Red wolves have varied a bit about whether they should be classed as their own species or a subspecies of the grey wolf, however it has now been settled that they are separate for quite some time.

Size-wise it lies midway between a grey wolf and a coyote. Indeed, despite its serious danger of extinction, it is often missing from the endangered list. It has at various times been suggested to be a cross between the wolf and the coyote, or been a subspecies of the wolf.

It has been listed as critically endangered since 1996 by the IUCN, yet the same species is not listed in the CITES appendices of endangered species.

If or when we write any articles on this subject, they will appear below

To return to the canine family, click here

Algonquin wolf

Algonquin Wolf

This wolf was formerly called the Eastern Timber wolf, and was considered a subspecies of the grey wolf. There are only around 500 of this species that live in the wild. They are classified as vulnerable, presumably as there was never a large population of these wolves in the wild. They are thought to have split from grey wolves 67,000 years ago (for reference, this is more than twice the minimum distance back to when red and grey wolves split).

Found in the area of the great lakes and eastern Canada.

At the point at which it was decided that this wolf is a separate species, it already has a relatively low population, though it is considered to be mid-way between secure and extinct.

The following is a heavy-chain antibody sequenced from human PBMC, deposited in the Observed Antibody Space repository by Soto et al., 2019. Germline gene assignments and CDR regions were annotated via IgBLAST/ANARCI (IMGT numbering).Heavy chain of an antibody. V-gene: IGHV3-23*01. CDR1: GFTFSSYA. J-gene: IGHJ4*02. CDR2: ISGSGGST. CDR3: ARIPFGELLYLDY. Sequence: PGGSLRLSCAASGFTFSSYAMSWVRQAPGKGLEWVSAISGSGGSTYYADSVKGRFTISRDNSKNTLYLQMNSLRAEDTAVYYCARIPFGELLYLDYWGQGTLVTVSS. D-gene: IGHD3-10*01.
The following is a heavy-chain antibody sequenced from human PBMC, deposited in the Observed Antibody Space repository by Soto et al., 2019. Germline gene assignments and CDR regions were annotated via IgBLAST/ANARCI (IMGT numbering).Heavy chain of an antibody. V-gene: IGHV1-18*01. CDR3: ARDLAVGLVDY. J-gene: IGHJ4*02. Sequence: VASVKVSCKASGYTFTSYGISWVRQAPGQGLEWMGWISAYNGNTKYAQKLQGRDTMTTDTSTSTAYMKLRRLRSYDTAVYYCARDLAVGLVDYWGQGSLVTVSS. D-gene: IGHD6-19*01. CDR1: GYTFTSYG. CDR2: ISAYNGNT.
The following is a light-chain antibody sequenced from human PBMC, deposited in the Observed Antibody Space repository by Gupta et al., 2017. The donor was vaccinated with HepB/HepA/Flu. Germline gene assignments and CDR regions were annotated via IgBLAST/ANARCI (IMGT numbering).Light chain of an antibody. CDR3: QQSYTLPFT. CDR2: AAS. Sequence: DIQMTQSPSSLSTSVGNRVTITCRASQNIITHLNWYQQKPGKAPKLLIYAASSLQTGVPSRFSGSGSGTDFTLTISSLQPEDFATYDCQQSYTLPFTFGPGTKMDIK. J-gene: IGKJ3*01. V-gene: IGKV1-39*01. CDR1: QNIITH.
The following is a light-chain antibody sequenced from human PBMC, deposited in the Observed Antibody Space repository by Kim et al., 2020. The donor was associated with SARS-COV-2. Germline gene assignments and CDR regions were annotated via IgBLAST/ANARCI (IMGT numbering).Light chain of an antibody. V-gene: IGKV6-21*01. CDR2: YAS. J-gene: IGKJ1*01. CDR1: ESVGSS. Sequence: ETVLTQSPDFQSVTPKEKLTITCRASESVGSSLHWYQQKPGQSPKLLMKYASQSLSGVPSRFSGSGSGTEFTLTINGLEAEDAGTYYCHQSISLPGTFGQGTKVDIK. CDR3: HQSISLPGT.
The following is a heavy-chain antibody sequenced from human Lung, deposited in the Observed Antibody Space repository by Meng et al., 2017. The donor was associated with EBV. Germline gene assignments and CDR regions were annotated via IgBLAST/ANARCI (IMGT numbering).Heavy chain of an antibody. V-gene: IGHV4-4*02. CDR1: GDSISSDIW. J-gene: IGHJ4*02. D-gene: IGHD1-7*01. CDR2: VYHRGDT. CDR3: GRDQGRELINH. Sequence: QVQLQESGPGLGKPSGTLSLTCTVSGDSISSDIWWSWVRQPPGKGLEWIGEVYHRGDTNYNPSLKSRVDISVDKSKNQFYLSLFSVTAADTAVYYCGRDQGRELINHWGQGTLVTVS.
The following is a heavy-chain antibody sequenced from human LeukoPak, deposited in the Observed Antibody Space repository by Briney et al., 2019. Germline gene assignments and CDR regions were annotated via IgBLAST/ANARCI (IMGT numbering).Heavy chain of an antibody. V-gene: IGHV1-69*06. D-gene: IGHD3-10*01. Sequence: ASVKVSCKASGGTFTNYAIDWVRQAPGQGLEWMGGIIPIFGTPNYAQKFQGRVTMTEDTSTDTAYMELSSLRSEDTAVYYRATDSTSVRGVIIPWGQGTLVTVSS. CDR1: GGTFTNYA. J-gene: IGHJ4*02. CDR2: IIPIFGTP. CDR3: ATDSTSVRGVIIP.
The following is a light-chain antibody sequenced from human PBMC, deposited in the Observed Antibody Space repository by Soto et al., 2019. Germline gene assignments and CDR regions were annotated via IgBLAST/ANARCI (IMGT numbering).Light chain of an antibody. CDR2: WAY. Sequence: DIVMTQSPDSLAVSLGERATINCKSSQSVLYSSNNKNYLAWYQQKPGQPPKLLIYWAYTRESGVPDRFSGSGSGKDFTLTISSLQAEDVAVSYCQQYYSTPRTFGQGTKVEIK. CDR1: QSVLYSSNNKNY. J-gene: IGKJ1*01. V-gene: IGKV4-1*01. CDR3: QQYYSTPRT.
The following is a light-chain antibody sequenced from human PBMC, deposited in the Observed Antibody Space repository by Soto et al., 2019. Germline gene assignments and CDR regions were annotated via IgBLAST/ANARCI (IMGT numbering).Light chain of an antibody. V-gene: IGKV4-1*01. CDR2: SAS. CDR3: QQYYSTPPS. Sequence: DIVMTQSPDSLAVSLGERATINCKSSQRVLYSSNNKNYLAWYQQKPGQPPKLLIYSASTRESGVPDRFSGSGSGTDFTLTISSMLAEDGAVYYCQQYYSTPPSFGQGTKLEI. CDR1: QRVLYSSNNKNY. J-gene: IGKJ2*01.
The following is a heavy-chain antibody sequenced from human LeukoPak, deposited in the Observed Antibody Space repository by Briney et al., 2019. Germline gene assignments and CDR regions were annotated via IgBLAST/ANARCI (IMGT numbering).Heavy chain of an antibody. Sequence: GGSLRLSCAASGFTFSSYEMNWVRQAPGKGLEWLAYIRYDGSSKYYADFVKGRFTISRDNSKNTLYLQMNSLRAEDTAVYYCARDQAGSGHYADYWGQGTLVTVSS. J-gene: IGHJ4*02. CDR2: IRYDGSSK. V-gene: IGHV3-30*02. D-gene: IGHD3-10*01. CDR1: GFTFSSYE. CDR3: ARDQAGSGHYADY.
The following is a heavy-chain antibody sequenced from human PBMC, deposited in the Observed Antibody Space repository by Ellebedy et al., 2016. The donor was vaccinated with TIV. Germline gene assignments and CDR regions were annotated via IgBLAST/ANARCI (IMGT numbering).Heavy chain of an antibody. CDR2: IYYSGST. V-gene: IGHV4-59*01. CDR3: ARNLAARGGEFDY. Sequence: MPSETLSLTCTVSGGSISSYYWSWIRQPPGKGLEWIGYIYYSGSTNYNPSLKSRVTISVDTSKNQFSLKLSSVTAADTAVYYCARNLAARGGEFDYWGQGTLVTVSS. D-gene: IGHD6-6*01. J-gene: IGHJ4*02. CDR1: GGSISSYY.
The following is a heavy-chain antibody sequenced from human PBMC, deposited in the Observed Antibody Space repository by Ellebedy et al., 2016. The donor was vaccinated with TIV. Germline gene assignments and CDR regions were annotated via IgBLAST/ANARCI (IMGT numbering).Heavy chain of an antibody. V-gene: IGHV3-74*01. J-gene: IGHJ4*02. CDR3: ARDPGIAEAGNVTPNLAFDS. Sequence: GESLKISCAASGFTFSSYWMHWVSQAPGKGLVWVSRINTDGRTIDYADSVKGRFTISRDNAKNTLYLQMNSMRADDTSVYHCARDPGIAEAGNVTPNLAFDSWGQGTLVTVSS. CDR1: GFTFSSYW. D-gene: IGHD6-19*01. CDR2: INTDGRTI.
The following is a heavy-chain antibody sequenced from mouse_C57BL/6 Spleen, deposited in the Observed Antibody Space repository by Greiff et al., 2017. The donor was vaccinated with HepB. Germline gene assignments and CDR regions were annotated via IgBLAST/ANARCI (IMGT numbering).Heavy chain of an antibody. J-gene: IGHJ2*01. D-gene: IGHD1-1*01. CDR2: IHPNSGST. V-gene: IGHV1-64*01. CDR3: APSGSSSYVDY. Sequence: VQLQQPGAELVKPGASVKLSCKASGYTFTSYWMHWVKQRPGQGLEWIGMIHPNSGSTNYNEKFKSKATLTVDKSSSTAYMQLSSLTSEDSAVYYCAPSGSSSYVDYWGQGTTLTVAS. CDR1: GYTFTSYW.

Any articles that we write in the future will appear below. We hope in the future to link to people who can help you see them in the wild, this will lie below the news. Do get in touch if you live or work in the area, we are really keen to connect you with those people visiting the area, so that they can see this newly split species and to bring you income from this species on your doorstep.

Both of the below videos are from Algonquin park, the first is a natural howl of a wolf in the stillness of the morning, while the second, is a howl prompted by a human howling into the wilderness – while this should not be done too often, as it can make the wolves nervous (they howl to spread themselves out, so hearing howls can make them think that they have to fight – though howling in North America is far more common, likely as a result of centuries of persecution in Europe.

As we make links in the field to see this species, they will appear below the  videos and the list of articles.

Short-eared Dog

The short-eared dog (Atelocynus microtis), also known as the short-eared zorro or small-eared dog,  is a unique and shy canid species endemic to the Amazonian basin. It is the only species assigned to the genus Atelocynus.

short-ear fox, blue-eyed fox, savannah fox and black fox are all other names that it is known by, often from Portuguese or Spanish.

Two subspecies are recognized.

They are found throughout much of the Amazon, and seems to prefer areas with little human disturbance.

Its diet consists of fish insects and small mammals.

Feral dogs are one of the biggest threats, both through direct attacks, but also for the illnesses that they carry. It is not currently threatened.

Ruppell’s fox

Rüppell’s fox (Vulpes rueppellii), also called Rüppell’s sand fox, is a species living in desert and semi-desert regions of North Africa, the Middle East, and southwestern Asia. It has been assessed as Least Concern on the IUCN Red List since 2008.[2] It is named after the German naturalist Eduard Rüppell.